NEW YORK (Reuters Health) - Doctors’ personal preferences may influence when they discuss end-of-life care with patients, says a new study.
Researchers found doctors who said they would opt for care aimed at preventing pain and suffering at the end of their own lives were more likely to discuss that type of care with a hypothetical dying patient.
“Although most patients do ultimately talk about some end-of-life topics before they die, the vast majority of these conversations happen during acute care hospital stays and at the end of life,” Dr. Nancy Keating, the study’s senior author, said.
Keating is an associate professor at Harvard Medical School in Boston.
The goal of so-called palliative care is to control pain and other symptoms and to make sure patients and their families are supported emotionally. Hospice care, in particular, is palliative care for patients who are in their last months of life.
Many guidelines recommend doctors discuss hospice with patients who are expected to live for less than a year.
But Keating and her colleagues write in a research letter published in JAMA Internal Medicine that those conversations are often delayed.
For the new report, the researchers used data from 4,368 U.S. doctors who took part in a study that looked at variations in cancer care across the U.S.
Researchers asked doctors about their preferences for their own end-of-life care. They also asked them when they would discuss hospice with a hypothetical patient with cancer who was expected to live for another four to six months and currently didn’t have any symptoms.
About 65 percent of doctors strongly agreed they would enroll in hospice care if they were terminally ill. Another 21 percent somewhat agreed they would enroll.
Only about 27 percent of doctors said they would discuss hospice “now” with the hypothetical dying patient, however.
The others said they would wait to discuss hospice until the patient was hospitalized, the patient had symptoms, the patient’s family brought it up or until there were no more treatments to offer.
Overall, the researchers found about 30 percent of the doctors who strongly agreed that they would enroll in hospice toward the end of life would discuss palliative care with the hypothetical patient. That compared to about 20 percent of doctors who provided other answers about their own end-of-life care.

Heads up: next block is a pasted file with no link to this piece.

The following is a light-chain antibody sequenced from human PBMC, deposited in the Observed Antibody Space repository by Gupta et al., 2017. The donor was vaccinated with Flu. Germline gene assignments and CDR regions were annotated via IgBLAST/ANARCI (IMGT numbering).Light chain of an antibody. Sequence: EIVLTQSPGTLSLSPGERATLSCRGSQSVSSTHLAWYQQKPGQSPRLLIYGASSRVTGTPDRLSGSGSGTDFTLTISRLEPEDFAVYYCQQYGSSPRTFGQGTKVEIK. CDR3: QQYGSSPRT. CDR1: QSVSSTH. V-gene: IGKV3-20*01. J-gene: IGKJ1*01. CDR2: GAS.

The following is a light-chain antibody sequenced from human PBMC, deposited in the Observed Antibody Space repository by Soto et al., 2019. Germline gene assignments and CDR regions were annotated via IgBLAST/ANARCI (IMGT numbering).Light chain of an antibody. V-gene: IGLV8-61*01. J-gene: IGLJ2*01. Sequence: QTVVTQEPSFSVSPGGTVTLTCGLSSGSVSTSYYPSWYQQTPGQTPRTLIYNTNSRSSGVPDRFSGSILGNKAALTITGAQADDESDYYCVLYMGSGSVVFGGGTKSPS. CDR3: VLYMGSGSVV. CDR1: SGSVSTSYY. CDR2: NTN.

“It still is much lower than I think it should be,” Keating told Reuters Health.
“There is a lot of concern among physicians that talking about end-of-life care with patients with advanced cancer, who have a short life expectancy, will have patients lose trust in them,” she said. But there is little data to support those concerns.
Previous studies have found patients are more likely to get care in line with their wishes when hospice is discussed early.
“I think - in general - we should all be doing this a lot more,” Keating said.
In an essay published in the same journal, Dr. Tanya Tajouri and Dr. Timothy Moynihan from the Mayo Clinic in Rochester, Minnesota, tell the story of a dying 55-year-old man who was brought to their hospital.
Instead of involving palliative care services after his diagnosis, the man was aggressively treated and had a heart defibrillator surgically implanted.
“When caring for patients with a terminal illness, physicians are challenged with difficult discussions and decisions, and many times these ignore the ‘elephant in the room’ - the fact that the patient is dying,” Tajouri and Moynihan write.
The man died less than a month after coming to the hospital.
Keating said patients should talk with their doctors and family about their end-of-life care plans.
“People are still reluctant to talk about death, but this is one of those things that will absolutely happen to everybody,” she said.
SOURCE: bit.ly/MbBLb9 JAMA Internal Medicine, online December 16, 2013.
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